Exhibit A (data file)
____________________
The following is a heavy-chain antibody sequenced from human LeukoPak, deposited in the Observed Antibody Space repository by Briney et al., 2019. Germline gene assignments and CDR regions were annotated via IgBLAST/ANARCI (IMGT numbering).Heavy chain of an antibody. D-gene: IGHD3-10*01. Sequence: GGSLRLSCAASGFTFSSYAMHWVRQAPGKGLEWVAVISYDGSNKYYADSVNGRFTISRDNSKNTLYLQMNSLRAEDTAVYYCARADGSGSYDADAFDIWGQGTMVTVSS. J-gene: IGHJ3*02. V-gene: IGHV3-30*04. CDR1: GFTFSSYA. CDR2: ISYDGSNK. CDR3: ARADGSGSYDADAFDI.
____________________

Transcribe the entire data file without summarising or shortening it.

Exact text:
The following is a heavy-chain antibody sequenced from human LeukoPak, deposited in the Observed Antibody Space repository by Briney et al., 2019. Germline gene assignments and CDR regions were annotated via IgBLAST/ANARCI (IMGT numbering).Heavy chain of an antibody. D-gene: IGHD3-10*01. Sequence: GGSLRLSCAASGFTFSSYAMHWVRQAPGKGLEWVAVISYDGSNKYYADSVNGRFTISRDNSKNTLYLQMNSLRAEDTAVYYCARADGSGSYDADAFDIWGQGTMVTVSS. J-gene: IGHJ3*02. V-gene: IGHV3-30*04. CDR1: GFTFSSYA. CDR2: ISYDGSNK. CDR3: ARADGSGSYDADAFDI.